A California court has dismissed Craigslist’s copyright claims against 3taps, PadMapper, and Lovely, finding that the company's terms of use didn’t actually prohibit the defendants from using its data. The three sites all operate businesses based on Craigslist's postings, and the company's efforts to shut challengers out of its data have led to a protracted battle in court. This week, Judge Charles Breyer ruled that although Craigslist's posts were "original" enough to warrant copyright protection, its terms of use didn't give it an exclusive license on users' posts, meaning that it doesn't have the legal standing to sue for infringement.

The judge refused to dismiss Craigslist’s claims that 3taps violated the CFAA

It wasn’t a complete victory for the challengers, however — the judge refused to dismiss Craigslist’s claims that 3taps violated the Computer Fraud and Abuse Act (CFAA) by circumventing technical barriers that Craigslist put in place to keep the competitor off its site, including IP blocking. Despite the mixed results, 3taps is declaring the ruling a victory, saying that Judge Breyer "put an end to further sham litigation" from Craigslist.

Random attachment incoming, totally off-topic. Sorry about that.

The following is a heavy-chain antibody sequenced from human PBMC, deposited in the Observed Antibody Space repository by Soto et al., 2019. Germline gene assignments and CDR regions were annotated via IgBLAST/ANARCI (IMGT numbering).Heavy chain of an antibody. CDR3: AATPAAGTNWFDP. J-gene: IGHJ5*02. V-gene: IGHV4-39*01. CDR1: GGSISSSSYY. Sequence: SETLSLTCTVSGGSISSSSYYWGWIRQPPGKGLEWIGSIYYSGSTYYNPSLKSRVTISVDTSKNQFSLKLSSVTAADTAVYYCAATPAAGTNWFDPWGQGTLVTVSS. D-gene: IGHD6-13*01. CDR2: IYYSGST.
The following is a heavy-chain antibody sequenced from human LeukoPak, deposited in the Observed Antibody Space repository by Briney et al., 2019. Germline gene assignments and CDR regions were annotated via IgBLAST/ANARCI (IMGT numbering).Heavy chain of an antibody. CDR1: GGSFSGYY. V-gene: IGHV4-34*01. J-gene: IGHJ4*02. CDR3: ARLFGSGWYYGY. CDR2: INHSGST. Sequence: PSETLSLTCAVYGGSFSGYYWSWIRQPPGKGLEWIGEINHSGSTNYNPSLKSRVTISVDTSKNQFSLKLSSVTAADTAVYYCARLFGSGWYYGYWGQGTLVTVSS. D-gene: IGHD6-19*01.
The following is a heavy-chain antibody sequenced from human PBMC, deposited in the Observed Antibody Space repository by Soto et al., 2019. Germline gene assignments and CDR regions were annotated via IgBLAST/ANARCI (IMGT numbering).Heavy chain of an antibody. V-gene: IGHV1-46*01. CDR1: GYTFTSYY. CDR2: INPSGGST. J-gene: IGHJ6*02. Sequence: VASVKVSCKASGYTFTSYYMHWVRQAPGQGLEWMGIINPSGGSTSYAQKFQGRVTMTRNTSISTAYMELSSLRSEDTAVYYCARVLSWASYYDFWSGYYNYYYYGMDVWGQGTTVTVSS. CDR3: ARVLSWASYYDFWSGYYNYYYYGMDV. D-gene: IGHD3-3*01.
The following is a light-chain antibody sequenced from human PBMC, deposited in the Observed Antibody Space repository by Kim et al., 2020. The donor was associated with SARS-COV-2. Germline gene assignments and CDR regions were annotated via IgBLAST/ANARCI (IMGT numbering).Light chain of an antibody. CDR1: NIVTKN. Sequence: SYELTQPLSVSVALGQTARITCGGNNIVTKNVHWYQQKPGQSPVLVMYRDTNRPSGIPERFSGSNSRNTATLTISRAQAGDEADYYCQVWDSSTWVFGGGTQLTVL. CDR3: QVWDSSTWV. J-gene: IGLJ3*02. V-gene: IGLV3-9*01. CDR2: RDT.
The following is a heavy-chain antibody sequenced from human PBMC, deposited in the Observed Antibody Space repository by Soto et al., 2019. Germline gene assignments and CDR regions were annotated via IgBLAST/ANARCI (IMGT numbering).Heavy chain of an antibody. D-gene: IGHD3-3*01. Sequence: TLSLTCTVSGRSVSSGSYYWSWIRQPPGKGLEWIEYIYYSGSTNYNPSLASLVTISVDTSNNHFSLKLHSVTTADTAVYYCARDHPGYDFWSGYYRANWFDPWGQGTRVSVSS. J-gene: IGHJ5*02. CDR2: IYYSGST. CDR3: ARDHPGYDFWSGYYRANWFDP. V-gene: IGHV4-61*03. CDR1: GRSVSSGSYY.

The original complaint dates back to July, when Craigslist first sued apartment finding service PadMapper and the company that provides its data, 3taps, for copyright infringement. In September, 3taps filed counterclaims denying that Craigslist owns exclusive copyright on its users’ posts and accusing the company of anticompetitive behavior. Craigslist reportedly asked Google to remove the cached versions of its ads that 3taps used as its data source, and consequently, the company began scraping Craigslist's site directly. When Craigslist tried to prevent 3taps's servers from accessing its site, setting up IP blocks, the company allegedly worked around the countermeasures, providing the fuel for the CFAA allegation.

3taps evokes Aaron Swartz and JSTOR

This isn’t the end of the road, however. Craigslist successfully moved to split the defendants’ antitrust counterclaims and stay discovery until Craigslist’s other (e.g., the alleged CFAA violation) are resolved. In the announcement mentioned above, 3taps evokes Aaron Swartz and JSTOR, arguing that "the difference here is that Craigslist has leveled these charges … for data that is already publicly available, not copyrighted by Craigslist, and already in the hands of third parties such as Google. At issue is whether Craigslist restraints exist to "protect" its community or are actually thinly disguised tactics to deter competition and innovation at the expense of, rather than defense of, users."